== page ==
Another thing that may be said is "I shot this group shot 7 times and in each image different people are looking in different directions because of so many cameras in the room..." Then shut your mouth. Silence is incredibly effective in allowing the other party to respond. You shouldn't need to say anything more.

3. Children are running all around and distracting me from taking images. The run into my frame!
I don't know what to tell you, that totally sucks. I'm kidding of course. Kid's are like creatures from another planet. They see the world from only a few feet off the ground and contract agreements don't mean anything to them. But, what does matter to a kid? Toys. Imagination. Having fun, and being disruptive.

If someone else isn't controlling the kids, you may in a gentle manner. I never think about a parent being angry for me doing this because I treat the kids with the utmost respect. If they run into my frame, I use that opportunity to allow the kid (this works with DOGS as well!) to do something totally stupid while in my frame and snap a shot while everyone is looking at the kid and laughing. It usually turns out to be a great conversation starter in a person wedding album. "Remember when little Adam hid behind everyone then stuck his head between uncle James legs! Look, here is a picture of it!" Little Adam will never forget THAT image!

See, that is the photographers job at the wedding; it's to CAPTURE the happenings of that special day. This is why weddings are considered Event Photography. It's an event, and it's our job to capture it not only as-it-is, but even better that it actually is.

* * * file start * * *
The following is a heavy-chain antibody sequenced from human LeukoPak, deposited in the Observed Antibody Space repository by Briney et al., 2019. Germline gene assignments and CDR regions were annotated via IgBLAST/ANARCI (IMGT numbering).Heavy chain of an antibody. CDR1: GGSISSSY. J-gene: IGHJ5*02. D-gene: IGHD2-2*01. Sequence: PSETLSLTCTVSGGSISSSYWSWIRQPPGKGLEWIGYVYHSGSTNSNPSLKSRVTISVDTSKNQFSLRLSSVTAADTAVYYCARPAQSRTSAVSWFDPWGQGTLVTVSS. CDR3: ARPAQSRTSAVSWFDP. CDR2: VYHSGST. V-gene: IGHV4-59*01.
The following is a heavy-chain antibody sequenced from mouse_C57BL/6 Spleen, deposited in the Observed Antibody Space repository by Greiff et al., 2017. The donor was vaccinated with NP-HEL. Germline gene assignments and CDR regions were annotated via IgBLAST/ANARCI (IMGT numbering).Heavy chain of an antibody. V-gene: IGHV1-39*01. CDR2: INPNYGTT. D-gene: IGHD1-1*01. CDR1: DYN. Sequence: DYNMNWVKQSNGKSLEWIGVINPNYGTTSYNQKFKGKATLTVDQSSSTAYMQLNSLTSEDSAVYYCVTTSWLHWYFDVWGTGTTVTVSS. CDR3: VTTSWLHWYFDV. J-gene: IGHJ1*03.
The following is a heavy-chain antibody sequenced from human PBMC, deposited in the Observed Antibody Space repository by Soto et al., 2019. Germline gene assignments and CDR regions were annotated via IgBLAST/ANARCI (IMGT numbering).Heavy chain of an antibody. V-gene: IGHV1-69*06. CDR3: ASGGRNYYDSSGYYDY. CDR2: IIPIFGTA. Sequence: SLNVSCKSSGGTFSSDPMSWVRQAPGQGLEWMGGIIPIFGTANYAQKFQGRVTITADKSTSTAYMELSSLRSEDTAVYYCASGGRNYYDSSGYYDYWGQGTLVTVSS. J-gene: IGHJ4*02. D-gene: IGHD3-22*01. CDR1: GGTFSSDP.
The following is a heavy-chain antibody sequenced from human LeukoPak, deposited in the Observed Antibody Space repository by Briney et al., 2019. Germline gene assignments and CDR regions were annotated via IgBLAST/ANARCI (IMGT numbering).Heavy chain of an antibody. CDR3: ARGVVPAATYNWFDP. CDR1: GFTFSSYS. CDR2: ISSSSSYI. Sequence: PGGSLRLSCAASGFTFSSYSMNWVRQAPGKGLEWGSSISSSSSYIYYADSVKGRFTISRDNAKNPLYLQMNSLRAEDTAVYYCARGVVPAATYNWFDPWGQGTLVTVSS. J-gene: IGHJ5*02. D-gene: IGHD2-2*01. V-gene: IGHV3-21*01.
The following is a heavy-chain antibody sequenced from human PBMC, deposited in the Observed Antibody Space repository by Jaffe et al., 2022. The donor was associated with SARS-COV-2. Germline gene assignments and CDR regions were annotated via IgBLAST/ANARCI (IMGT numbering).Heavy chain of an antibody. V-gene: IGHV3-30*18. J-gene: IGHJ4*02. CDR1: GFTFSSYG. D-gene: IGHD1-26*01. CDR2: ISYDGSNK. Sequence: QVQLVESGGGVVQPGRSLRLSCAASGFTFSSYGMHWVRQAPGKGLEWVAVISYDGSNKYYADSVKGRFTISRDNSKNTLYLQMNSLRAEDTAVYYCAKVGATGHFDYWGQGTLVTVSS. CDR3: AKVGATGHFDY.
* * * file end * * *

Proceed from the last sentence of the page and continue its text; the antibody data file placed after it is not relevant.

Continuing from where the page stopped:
Back to the annoying kid in our frames. After you shoot the silly image, say something like "OH WOW now THAT was funny! What a fun kid! Okay, let's get back to this group shot..." Since everyone is in a good mood and you just alerted to everyone that you are cool with what is happening and are having a good time at the wedding, SOMEONE will take care of the kid for you. This all can take place in 30 seconds. Compared the story I just painted to being upset and telling someone to remove the child and making yourself look like you are not enjoying your job at their wedding, which I'm sure would take longer than 30 seconds and would kill moral. Plus, the kid probably won't be screaming and kicking for the next half hour because they were forced to do something.

So, if you don't know what to do, remember to not FORCE kids to do things. It simply doesn't work.

Okay, so those were 3 question with 3 long winded answers. What things do you run into at your weddings?

I shot the above image last Saturday in downtown Chicago.
Canon 40D - Canon 24-70 f/2.8 (shot at 26mm)
HDR + Post Processing
Base Exposure: 1/6th - f/7.1 - ISO200

Friday, October 2, 2009

Getting Paid For Your Photography

JimmyD recently posted over in the Supershoots forum a video of Harlan Ellison talking about getting paid as a writer as apposed to getting exposure or publicity.

You can watch this short (3:24) video of Ellison talking about a situation where this arose and his thoughts on it.

Watch it a second time and replace the word "writers" with "photographers."

I think of it this way, my mortgage company doesn't accept publicity or exposure for payment, and neither does McDonalds. So, why should I?

This image is of Roberta looking amazing as usual! Thanks Roberta!